A significant storm system will take shape over the Rockies then rapidly intensify across the Plains late Tuesday and Wednesday, March 12 and 13, 2019, the National Weather Service meteorologists warn. Heavy snow, ice, and strong winds will lead to dangerous travel conditions over the central and northern Plains. Severe thunderstorms capable of damaging winds, large hail, and a few tornadoes are likely from the southern Plains to the lower Mississippi Valley midweek.
Snows persist across the portions of the central Rockies and Great Basin through Monday night as an occluded low moves out of the subtropical Pacific and jumps northeastward into the Intermountain West. Portions of Colorado are expected to receive up to 25 – 50 cm (10 – 20 inches) of new snowfall Monday and Tuesday, NWS forecasters Roth and Santorelli noted 04:49 UTC, March 11.
A strengthening system to its northwest, responsible for its ejection, brings a new round of coastal rains to the Pacific Northwest Monday night into Tuesday, with interior snows expected near and behind the system's cold front.
With time, this system merges in with the deepening cyclone developing in the Colorado High Plains which greatly increases snowstorm potential across Colorado.
Temperatures across much of the West and into the Plains should be below to well below normal with expansive surface high pressure across the Central U.S. and the Pacific system moving into the Southwest.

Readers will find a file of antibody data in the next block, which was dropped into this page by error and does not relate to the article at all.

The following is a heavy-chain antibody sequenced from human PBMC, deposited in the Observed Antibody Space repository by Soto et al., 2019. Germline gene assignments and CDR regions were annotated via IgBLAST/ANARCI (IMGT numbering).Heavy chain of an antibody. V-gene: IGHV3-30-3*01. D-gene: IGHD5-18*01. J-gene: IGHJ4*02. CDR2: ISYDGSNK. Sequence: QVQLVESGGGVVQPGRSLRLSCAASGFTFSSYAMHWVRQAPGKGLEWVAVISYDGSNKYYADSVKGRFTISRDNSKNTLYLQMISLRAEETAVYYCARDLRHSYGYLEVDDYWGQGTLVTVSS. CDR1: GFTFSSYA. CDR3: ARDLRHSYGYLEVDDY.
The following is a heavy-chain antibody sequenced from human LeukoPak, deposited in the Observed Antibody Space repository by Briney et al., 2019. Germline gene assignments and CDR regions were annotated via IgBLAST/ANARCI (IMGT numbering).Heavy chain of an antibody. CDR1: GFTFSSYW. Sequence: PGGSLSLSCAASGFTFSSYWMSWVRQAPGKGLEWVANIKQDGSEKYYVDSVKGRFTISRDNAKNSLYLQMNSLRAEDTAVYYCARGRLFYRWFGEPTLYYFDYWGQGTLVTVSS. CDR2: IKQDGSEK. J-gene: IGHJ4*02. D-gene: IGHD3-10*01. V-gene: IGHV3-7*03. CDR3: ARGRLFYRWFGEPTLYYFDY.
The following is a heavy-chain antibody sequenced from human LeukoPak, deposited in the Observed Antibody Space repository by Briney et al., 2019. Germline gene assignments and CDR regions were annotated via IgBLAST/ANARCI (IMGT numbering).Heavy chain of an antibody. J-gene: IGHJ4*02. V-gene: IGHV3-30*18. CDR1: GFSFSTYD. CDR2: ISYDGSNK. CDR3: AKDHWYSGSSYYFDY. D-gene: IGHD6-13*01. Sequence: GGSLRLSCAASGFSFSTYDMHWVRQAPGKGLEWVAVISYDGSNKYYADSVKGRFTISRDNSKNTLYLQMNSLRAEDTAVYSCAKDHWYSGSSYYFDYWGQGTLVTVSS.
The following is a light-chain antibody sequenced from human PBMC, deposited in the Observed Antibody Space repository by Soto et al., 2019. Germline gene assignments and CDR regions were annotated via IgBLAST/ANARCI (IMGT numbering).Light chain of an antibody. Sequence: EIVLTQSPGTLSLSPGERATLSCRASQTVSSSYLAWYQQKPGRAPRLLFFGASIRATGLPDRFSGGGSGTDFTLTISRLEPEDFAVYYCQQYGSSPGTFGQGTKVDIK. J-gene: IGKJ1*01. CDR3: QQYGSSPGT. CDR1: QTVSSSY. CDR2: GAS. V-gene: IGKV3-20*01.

Ahead of the systems impacting the West, a stationary front across the Gulf Coast states and into the Southern Plains brings the promise of showers and thunderstorms in the forecast on Monday and into Tuesday.
As the low in the subtropical Pacific enters the Southwest by Tuesday, showers and thunderstorms increase in coverage across the Southern Plains.
Atmospheric conditions could be favorable to support potentially heavy rainfall and severe weather, especially late Tuesday afternoon into Wednesday.
Both WPC and SPC have highlighted parts of this region within a slight risk for flash flooding and severe thunderstorms, respectively, from Tuesday into early Wednesday.
This system is forecast to consolidate into a significant storm by Wednesday morning, March 13 as it organizes in southeast Colorado, bringing wind-driven snow to portions of northeast Colorado on Wednesday and into the central and northern Plains Wednesday night.
Temperatures across the Upper Midwest are expected to moderate enough to support rainfall over an area with a deep snowpack which could accelerate snowmelt Wednesday night.
In the East, near or above normal temperatures on Monday should moderate by Tuesday as the Central U.S. high pressure area expands eastward.
Snows across the Great Lakes and New England slowly decrease in coverage and intensity as cold, cyclonic flow slowly diminishes Monday into Tuesday.
Featured image credit: GFS, TropicalTidbits
If you value what we do here, open your ad-free account and support our journalism.
You can choose the level of your support.
Stay kind, vigilant and ready!